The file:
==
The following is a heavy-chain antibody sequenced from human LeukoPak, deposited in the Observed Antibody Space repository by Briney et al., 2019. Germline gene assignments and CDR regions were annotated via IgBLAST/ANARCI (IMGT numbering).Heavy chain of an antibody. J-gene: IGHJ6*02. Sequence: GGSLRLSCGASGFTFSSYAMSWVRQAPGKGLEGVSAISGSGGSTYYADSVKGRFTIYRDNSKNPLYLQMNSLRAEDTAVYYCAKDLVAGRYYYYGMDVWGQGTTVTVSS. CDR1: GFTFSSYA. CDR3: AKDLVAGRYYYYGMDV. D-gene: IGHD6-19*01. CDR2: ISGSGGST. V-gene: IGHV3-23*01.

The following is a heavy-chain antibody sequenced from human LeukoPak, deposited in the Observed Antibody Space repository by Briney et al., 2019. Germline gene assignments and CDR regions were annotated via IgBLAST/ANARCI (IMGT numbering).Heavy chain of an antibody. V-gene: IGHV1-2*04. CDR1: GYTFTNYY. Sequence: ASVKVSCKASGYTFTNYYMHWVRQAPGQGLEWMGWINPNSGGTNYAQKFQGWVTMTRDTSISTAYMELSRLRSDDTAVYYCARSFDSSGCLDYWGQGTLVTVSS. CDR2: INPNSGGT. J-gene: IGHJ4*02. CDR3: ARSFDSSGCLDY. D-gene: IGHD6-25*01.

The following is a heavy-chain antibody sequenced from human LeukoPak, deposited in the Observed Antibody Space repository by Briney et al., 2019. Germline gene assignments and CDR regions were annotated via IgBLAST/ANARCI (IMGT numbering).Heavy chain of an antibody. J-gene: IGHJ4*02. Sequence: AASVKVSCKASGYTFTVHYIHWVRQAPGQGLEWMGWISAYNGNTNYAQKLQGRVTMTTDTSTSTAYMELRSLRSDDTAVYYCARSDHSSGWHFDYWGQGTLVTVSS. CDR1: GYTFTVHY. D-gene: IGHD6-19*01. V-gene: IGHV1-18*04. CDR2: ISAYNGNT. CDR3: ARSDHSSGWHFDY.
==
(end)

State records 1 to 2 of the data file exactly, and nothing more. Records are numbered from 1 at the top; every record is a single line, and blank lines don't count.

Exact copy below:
The following is a heavy-chain antibody sequenced from human LeukoPak, deposited in the Observed Antibody Space repository by Briney et al., 2019. Germline gene assignments and CDR regions were annotated via IgBLAST/ANARCI (IMGT numbering).Heavy chain of an antibody. J-gene: IGHJ6*02. Sequence: GGSLRLSCGASGFTFSSYAMSWVRQAPGKGLEGVSAISGSGGSTYYADSVKGRFTIYRDNSKNPLYLQMNSLRAEDTAVYYCAKDLVAGRYYYYGMDVWGQGTTVTVSS. CDR1: GFTFSSYA. CDR3: AKDLVAGRYYYYGMDV. D-gene: IGHD6-19*01. CDR2: ISGSGGST. V-gene: IGHV3-23*01.

The following is a heavy-chain antibody sequenced from human LeukoPak, deposited in the Observed Antibody Space repository by Briney et al., 2019. Germline gene assignments and CDR regions were annotated via IgBLAST/ANARCI (IMGT numbering).Heavy chain of an antibody. V-gene: IGHV1-2*04. CDR1: GYTFTNYY. Sequence: ASVKVSCKASGYTFTNYYMHWVRQAPGQGLEWMGWINPNSGGTNYAQKFQGWVTMTRDTSISTAYMELSRLRSDDTAVYYCARSFDSSGCLDYWGQGTLVTVSS. CDR2: INPNSGGT. J-gene: IGHJ4*02. CDR3: ARSFDSSGCLDY. D-gene: IGHD6-25*01.